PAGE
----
I love Kadrey's work but I'll be going back to Slim instead I think.
Bitten by an insect-headed demon, Spyder Lee has been given the ability to see worlds beyond - or rather, parallel to - his own. The three Spheres containing life have been separated for their own good, but still intermingle, unaware of each others' presence. Spyder now finds himself one of the few people in his Sphere able to see the inhabitants of all three: angels, demons, monsters, myths, and madmen. He can also see the Black Clerks, dark-coated men who claim to keep the balance in the spheres by preying on the weak, slowly picking them apart piece by piece, creating people sliced and stitched together like macabre dolls.
Another person with the knowledge of the three Spheres is Shrike, a blind swordswoman and dethroned member of royalty, who saves Spyder from being eaten by the insect-demon with a quick slice of her transforming white walking cane. Through a series of events that bring to two of them into awkward partnership, they are commissioned by a cursed woman of high influence to retrieve a book containing all knowledge of how the universe works. To find this book, the two of them - along with a small team of miss-matched allies - must go down to the inner sanctum of Hell, Pandemonium, and steal it away from its current owner: Lucifer. They also have to make it back out alive.
This read was fun and fast-paced, not terribly deep but not achingly shallow either. It does have some faults: the language in it is strong and frequent, but if you're over the age of 15 and living in the modern world, this really shouldn't be a problem. Several characters seem to have very similar personalities and the dialogue is at times interchangeable between said individuals. But the action is very nice, the concepts are entertaining, and the plot takes a few nice twist-and-turns along the way. I enjoyed reading this very much and would recommend it to others.
Having read the first two Sandman Slim novels I decided to go back and read some older stuff by Kadrey. I was not disappointed. Like the Sandman Slim novels this book centers on demons, angels, monsters, and even Lucifer himself.
Comparing this book to the later Sandman Slim novels shows many of the flaws of this being an early work. Overall, this book plays along main stream avenues, the plot, the conflicts, and the outcome can all be seen from a mile a way. Even the ending has been played out before. This novel is more geared to the young adult crowd than the darker and dirtier Sandman books.
Even with the predictability, this is a fun read that is fast paced, action packed, and at times will make you laugh out loud. I really enjoy novels that take my Christianity heritage and try and take it for a spin.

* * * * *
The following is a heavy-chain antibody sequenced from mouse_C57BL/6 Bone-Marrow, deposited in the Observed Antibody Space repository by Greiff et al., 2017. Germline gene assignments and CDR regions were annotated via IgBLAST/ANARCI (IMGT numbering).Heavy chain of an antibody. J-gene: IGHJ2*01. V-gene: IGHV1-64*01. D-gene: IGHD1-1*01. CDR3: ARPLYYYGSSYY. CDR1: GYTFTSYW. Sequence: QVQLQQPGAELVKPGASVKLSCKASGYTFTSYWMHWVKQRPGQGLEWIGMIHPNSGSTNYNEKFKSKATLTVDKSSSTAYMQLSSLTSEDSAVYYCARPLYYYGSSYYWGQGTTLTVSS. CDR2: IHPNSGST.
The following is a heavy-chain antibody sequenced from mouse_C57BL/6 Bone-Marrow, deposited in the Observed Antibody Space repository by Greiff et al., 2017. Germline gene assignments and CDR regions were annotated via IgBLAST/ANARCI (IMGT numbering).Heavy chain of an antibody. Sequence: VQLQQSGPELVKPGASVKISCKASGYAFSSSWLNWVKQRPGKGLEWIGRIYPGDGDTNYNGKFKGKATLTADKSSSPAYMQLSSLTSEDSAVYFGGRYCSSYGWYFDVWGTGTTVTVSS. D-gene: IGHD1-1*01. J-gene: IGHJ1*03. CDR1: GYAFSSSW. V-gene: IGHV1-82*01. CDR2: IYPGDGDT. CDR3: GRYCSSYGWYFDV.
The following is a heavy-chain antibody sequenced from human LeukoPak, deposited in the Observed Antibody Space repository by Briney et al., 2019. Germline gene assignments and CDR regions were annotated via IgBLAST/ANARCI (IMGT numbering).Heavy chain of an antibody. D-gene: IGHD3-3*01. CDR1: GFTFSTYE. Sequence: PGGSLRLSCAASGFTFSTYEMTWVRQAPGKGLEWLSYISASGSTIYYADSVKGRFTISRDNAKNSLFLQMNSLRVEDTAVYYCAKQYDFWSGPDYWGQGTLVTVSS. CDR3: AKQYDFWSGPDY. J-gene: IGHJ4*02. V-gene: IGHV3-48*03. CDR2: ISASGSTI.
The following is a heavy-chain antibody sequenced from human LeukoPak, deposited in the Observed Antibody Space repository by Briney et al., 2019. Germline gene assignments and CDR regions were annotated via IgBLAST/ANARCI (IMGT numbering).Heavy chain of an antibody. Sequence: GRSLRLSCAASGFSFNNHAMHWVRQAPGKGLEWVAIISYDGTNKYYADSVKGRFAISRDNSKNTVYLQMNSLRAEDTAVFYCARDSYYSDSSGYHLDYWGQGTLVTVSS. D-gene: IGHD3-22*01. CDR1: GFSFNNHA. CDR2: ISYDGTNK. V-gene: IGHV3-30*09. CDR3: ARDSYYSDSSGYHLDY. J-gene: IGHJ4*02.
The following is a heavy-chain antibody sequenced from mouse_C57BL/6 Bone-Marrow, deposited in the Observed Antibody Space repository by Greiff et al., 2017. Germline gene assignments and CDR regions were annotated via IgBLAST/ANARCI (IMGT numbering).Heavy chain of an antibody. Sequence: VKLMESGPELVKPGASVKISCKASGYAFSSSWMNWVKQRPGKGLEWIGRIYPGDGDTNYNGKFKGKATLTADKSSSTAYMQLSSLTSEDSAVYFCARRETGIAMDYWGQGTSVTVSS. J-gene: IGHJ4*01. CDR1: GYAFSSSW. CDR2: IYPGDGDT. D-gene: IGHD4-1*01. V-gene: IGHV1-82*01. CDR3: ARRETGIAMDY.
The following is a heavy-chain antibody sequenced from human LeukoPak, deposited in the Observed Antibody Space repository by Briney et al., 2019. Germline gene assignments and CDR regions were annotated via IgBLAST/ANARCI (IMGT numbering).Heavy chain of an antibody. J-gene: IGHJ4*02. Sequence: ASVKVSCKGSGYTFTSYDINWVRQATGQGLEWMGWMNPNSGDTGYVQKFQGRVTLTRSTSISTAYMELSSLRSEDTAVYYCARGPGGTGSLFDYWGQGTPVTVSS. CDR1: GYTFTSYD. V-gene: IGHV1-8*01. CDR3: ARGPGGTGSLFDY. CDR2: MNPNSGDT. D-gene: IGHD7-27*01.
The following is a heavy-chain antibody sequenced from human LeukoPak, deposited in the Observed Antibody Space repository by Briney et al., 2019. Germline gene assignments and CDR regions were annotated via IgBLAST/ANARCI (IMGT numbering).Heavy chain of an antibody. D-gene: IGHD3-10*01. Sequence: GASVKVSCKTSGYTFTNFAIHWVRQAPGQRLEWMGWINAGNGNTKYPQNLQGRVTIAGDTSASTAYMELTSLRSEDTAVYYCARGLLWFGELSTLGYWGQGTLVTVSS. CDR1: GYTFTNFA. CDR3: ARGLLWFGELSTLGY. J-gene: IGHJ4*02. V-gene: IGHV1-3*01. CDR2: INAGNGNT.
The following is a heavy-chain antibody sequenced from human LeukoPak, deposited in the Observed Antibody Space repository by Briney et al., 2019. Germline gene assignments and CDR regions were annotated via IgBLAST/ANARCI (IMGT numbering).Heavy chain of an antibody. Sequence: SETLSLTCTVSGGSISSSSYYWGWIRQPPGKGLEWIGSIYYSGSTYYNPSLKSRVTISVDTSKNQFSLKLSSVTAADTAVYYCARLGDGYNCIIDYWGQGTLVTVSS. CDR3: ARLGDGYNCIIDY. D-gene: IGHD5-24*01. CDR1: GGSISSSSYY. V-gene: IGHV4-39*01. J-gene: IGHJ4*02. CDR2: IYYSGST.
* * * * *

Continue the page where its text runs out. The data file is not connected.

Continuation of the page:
Spyder is a typical fantasy cardboard cutout of a young man that has been down on his luck, who suddenly finds his life transformed, he grows up, and you can fill in the rest.
Kadrey does a fabulous job at combining action and humor...I loved the following:
"“Be glad you’re blind right now. I shit you not, there’s a twelve-foot-tall spider strolling down the shoreline kicking people out of his way like he’s Donald fucking Trump.""
"“All losers are romantics. It’s what keeps us from blowing our brains out.”"
"You know, my father was Baptist and my mother was Lutheran and sometimes I ended up going to both churches on the same Sunday, so I shouldn’t be happy to see you,” said Spyder. “But I am.”"
Butcher Bird is a fun read and would make a great starting point to readers unfamiliar with Richard Kadrey. His Sandman Slim series is among my favorites and "Aloha from Hell" book 3 is my most anticipated novels remaining this year...
I've had my fill of urban fantasy. It's as played out as a Scarface t-shirt. Really, I should only be mad at myself. I read about this book on the movie news website CHUD, and they never reviews books. It was five stars all the way, and promised an exciting new voice. So I picked it up in the bookstore, and there was a blurb from William Gibson, telling me: if you like Juxtapoz, you'll love Butcher Bird! The cover art gave me misgivings. It's very well painted, but it had me thinking 'This is that guy who trys to screw your girlfriend.' I felt like I was being marketed to, But I bought it anyway, itching for that Perdido Street Station vibe. The whole time I was reading this I wanted to scream "Dude, I already read Vertigo comics!" And What makes it all so ghastly; returning to those same secret alley markets, and fanciful zeppelins, and Miltonesque Hellscapes, is how cool this book keeps assuring you it is. If you get a chance, check out the author's photo. Man, ease up a little! Or go all the way and write "This ain't yer Daddy's Urban Fantasy!" over the picture. (Oh crap- he's probably a really nice guy) Now I feel like a jerk for coming down so hard on this book. Honestly, I did have affection for the characters, and there were some moving moments... But that guy from the cover (Spyder) would definitely try to screw your girlfriend. It was just way too familiar, and the addition of tattoo culture did nothing to enrich the urban fantasy settings.